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Monday, April 19, 2004

Don't blame others for health costs


Editorial

Today's Page 1 story in the Enquirer's continuing series "Your Health/Your Money," reports that most people in Greater Cincinnati think people who lead "unhealthy" lifestyles should be forced to pay higher premiums for their health care. That's an understandable reaction from people struggling with ever-higher insurance costs, but one we should not put into practice.

Smoking and obesity each account for 300,000 to 400,000 preventable deaths a year in this country. Before those people die they often incur expensive health care - care that the rest of us help pay for though our insurance pools and taxes.

The Enquirer's survey found that the cost of health care is a greater concern than other health worries by a 2 to 1 ratio. The survey of 624 adults in seven Ohio and Kentucky counties was taken in January. More than half of those surveyed (57 percent) consider the region's health care to be in a crisis because they worry they may not be able to afford it.

It's easy to think that one way to reduce these expenses is to make the two-pack-a-day smoker bear the cost of his own lung cancer; or that the fat lady in the motorized grocery cart shouldn't expect the rest of us to pay the bill for the dialysis treatments brought on by her diabetes.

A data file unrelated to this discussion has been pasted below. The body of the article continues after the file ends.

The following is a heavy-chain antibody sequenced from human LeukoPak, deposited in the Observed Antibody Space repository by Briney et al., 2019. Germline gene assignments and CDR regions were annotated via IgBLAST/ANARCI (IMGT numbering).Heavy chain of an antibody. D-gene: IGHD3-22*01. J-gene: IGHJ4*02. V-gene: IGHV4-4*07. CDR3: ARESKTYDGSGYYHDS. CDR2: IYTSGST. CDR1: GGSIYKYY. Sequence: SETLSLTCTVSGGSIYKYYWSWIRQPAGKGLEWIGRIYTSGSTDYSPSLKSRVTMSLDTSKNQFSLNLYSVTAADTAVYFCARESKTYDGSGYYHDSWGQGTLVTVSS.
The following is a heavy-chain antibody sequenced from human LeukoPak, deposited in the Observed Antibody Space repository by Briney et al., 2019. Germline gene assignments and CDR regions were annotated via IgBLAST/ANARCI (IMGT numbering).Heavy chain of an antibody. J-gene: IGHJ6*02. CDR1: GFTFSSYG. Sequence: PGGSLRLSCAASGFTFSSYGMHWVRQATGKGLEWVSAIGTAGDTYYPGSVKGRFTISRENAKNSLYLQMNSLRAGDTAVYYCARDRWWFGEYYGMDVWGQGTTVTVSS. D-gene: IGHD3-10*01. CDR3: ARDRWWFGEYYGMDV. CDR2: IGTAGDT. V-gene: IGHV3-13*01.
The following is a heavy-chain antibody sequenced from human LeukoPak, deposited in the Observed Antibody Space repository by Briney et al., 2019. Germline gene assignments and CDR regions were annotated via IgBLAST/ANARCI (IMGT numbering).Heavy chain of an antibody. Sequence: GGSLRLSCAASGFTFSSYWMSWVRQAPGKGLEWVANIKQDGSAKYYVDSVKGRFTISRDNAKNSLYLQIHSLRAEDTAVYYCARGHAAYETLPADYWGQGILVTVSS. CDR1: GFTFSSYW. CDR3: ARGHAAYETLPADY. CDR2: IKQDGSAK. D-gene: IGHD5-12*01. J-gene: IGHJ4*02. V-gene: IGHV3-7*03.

But who among us wants to sign up to be a member of the health police? And while the preceding examples may sound like easy calls, others are not. Should a person who skis or sky-dives as a hobby pay higher premiums for engaging in high-risk behavior? Should living with a spouse who smokes be considered a high-risk lifestyle? How about people who overdo exercise and are constantly seeing the doctor for sprains, strains and other effects of overexertion?

A far better approach is to increase public awareness of the benefits of good nutrition and reasonable exercise. Rather than penalizing people who are overweight or smokers, some employers have started offering incentives to those who achieve good health goals related to blood pressure, weight and cholesterol. According to the United States Department of Health and Human Services, more than 80 percent of U.S. companies with 50 or more workers offer some sort of good health encouragement, ranging from free vaccinations to fitness centers.

That sort of help-people-help-themselves approach is a far more practical way to reduce health care costs than the finger-pointing accusations uncovered by the Enquirer survey.

An irony uncovered in the survey was that 54 percent of those responding said they thought people who smoked, were overweight or otherwise did not take care of themselves should pay more for their health benefits than those who lead healthier lifestyles. That's almost the same percentage of people in the region's 14 counties who are considered overweight, according to statistics of the Health Improvement Collaborative of Greater Cincinnati.

So just whose unhealthy lifestyles are we complaining about anyway?




EDITORIAL PAGE HEADLINES
Don't blame others for health costs
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A friend to families
Local actions can have global impact
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